As FAU kicked off spring practice Tuesday, Lane Kiffin confirmed that Robison has been indefinitely suspended from his football program.  The only reason given was the standard unspecified violation of team rules.

One sliver of light amongst the latest off-field cloud for Robison is that the suspension trigger seems to be relatively minor in nature as the head coach said it could be lifted at any time.

“[He’s] not doing things right off the field and not just that he hurt himself, but he hurt his team,” Kiffin said by way of the Palm Beach Post. “Like we just told our players, you got choices; we can’t make the choices for you. If you don’t want to make the right choices, [there are] punishments for them.

“I think our punishments are a bit more severe than most people would be, but we want to teach our guys they gotta do everything right.”

A four-star member of Oklahoma’s 2017 recruiting class, Robison was arrested in April of that year for public intoxication; four months later, OU announced that Robison had been dismissed from the football program.  In August of last year, Robison announced his decision to transfer to FAU and ended up taking a redshirt for the 2017 season.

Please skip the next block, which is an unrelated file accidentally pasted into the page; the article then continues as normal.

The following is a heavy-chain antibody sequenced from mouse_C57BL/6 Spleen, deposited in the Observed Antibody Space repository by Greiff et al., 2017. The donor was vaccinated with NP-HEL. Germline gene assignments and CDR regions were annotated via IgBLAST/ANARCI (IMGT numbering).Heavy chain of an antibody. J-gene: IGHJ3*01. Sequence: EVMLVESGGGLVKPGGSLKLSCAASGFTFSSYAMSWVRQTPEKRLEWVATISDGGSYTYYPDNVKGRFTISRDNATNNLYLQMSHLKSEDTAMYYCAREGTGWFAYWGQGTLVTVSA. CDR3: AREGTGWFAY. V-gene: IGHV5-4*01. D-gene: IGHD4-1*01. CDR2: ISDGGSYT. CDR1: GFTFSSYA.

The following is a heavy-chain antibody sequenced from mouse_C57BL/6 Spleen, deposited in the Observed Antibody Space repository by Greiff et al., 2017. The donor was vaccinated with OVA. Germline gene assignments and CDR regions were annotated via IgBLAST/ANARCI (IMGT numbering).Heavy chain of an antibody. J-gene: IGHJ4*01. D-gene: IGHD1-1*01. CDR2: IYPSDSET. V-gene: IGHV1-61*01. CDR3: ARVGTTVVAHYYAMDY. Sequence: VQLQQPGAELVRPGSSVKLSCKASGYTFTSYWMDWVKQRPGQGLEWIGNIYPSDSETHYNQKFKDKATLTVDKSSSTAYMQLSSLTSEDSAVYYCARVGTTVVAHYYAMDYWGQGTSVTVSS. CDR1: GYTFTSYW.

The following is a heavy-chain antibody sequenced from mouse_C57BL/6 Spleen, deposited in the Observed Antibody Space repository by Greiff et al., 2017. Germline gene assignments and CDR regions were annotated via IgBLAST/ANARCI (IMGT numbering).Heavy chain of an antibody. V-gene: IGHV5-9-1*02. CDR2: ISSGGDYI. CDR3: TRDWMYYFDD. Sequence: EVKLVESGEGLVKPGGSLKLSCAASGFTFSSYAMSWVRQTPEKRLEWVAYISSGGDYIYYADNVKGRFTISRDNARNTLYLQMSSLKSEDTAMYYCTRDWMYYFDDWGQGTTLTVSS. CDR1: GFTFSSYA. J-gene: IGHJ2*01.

Robison and De'Andre Johnson are expected to compete for the starting job vacated by Jason Driskel, who announced earlier this offseason that he was retiring from the sport.  Johnson missed most of the 2017 season after blood clots were discovered in one of his arms.

Alabama QB Tua Tagovailoa injures thumb on throwing hand in spring practice opener

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This is not exactly the most optimal way to open the spring for Nick Saban and Alabama.

Shortly before seven p.m. ET this evening, grad transfer quarterback Gardner Minshew, who originally committed to play his last season of college football at Alabama, announced on Twitter that he will instead move on to Washington State.  Not long after that, after the Crimson Tide had completed their first practice of the spring, Saban confirmed that Tua Tagovailoa sustained an injury to the thumb on his right (throwing) hand.  Specifically how he sustained the injury wasn’t clear.

The rising sophomore will be taken to Birmingham for further evaluation; just how long he’ll be sidelined remains to be seen.

Jalen Hurts started every game but one at quarterback the past two seasons, guiding the Crimson Tide to a 26-2 record in that span.  He was under center for the national championship game loss to Clemson, and was in the same spot for this year’s title game against Georgia until a 13-0 halftime deficit compelled Saban to pull the trigger on a change.